"When we use the term con artist, we typically place the emphasis on the first word while forgetting the implications of the second."


Thu, Jan 2nd, 2014 10:00 by capnasty NEWS

If you've ever seen those sketchy banner ads claiming that you can lose all your belly fat with "1 weird old trick," The Atlantic explains how "one of the most egregious scammers in the history of the Internet" is behind them and how his questionable methods -- which made him "the subject of an exhaustive investigation by the Federal Trade Commission" -- generated millions in revenue.

If you’ve used the Internet at all in the past six years, your cursor has probably lingered over ads for Willms’s Web sites more times than you’d suspect. His pitches generally fit in nicely with what have become the classics of the dubious-ad genre: tropes like photos of comely newscasters alongside fake headlines such as “Shocking Diet Secrets Exposed!”; too-good-to-be-true stories of a “local mom” who “earns $629/day working from home”; clusters of text links for miracle teeth whiteners and “loopholes” entitling you to government grants; and most notorious of all, eye-grabbing animations of disappearing “belly fat” coupled with a tagline promising the same results if you follow “1 weird old trick.” (A clue: the “trick” involves typing in 16 digits and an expiration date.)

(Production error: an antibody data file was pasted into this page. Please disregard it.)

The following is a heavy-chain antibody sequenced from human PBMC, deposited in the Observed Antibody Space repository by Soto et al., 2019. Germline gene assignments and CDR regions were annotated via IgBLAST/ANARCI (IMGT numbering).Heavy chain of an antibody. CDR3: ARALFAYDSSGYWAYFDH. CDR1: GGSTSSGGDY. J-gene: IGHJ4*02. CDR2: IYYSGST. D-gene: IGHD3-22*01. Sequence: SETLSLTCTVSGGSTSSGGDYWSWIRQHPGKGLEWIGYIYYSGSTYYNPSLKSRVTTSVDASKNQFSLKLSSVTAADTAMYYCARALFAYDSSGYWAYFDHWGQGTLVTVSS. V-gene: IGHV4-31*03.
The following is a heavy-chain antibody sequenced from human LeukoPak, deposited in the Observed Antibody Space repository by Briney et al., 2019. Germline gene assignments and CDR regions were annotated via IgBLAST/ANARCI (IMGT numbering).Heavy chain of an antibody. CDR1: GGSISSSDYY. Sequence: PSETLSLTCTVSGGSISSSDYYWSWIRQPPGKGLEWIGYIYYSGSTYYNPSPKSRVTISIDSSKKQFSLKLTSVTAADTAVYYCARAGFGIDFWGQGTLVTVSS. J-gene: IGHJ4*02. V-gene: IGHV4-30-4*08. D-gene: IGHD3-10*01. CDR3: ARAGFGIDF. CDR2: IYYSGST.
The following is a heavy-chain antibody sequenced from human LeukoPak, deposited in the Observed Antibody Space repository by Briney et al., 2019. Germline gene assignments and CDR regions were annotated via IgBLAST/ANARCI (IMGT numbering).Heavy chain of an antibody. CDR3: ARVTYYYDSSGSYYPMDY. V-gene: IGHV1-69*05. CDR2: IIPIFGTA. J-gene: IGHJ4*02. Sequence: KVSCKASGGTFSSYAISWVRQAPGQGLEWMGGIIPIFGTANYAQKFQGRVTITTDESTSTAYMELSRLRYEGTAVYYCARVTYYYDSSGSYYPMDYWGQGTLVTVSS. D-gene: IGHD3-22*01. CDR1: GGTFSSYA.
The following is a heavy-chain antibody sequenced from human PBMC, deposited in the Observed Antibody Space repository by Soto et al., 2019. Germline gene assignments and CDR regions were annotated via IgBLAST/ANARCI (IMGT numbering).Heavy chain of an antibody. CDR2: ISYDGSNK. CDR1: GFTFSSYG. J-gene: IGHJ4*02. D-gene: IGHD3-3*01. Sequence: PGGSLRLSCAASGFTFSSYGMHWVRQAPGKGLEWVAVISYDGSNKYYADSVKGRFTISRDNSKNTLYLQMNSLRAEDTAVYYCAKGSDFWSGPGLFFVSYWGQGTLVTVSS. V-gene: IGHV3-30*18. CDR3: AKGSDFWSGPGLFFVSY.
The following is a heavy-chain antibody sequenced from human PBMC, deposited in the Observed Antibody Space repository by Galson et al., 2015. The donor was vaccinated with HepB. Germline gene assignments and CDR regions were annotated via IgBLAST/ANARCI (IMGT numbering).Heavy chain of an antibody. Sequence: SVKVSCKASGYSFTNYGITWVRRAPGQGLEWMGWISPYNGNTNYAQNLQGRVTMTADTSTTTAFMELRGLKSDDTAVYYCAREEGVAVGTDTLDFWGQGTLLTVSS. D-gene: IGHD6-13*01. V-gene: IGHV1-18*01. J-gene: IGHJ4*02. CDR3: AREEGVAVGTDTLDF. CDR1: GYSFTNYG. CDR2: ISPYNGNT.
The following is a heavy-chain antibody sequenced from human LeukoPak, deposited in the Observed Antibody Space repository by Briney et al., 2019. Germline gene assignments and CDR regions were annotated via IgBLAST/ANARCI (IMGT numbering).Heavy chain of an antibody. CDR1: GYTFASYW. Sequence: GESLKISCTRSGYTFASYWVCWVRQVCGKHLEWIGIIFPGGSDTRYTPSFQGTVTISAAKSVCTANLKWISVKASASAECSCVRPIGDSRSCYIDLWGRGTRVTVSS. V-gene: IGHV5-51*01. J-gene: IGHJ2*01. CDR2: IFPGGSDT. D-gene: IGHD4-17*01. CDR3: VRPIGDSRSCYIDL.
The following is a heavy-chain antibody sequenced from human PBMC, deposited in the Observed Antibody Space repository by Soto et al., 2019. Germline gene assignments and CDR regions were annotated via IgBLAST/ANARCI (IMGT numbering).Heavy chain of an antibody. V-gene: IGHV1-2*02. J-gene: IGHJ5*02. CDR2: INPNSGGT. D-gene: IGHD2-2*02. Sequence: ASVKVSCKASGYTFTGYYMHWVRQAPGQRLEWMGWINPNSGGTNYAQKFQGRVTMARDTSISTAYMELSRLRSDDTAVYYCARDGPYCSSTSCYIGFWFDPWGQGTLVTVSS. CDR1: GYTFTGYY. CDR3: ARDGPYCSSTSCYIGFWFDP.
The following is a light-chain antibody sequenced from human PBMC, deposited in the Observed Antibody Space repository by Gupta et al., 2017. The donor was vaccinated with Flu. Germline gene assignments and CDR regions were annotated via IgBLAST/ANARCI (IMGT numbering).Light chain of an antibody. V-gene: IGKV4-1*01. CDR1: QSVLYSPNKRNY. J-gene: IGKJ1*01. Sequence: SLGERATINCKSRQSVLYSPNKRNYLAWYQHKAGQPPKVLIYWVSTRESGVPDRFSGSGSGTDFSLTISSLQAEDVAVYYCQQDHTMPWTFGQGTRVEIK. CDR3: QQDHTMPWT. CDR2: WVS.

On Web sites small and large, from backwater message boards to reputable news outlets, these sorts of ads have been appearing for years—long enough that most of us have learned to see them as the background static of the Internet. Because the work-at-home schemes and mango-based colon cleansers they peddle are so obviously fishy, the companies that promote them are seldom spectacularly profitable. Willms, on the other hand, used these same channels to capture 4 million paying customers and nearly half a billion dollars in sales, all at an age when many people are spending their work hours upselling the Never Ending Pasta Bowl at Olive Garden. “There are others doing similar things,” Ben Edelman, a Harvard Business School professor and an expert in online-advertising fraud, told me. “But Willms was doing it on a remarkable scale, by all indications as large as anyone—maybe the largest.”



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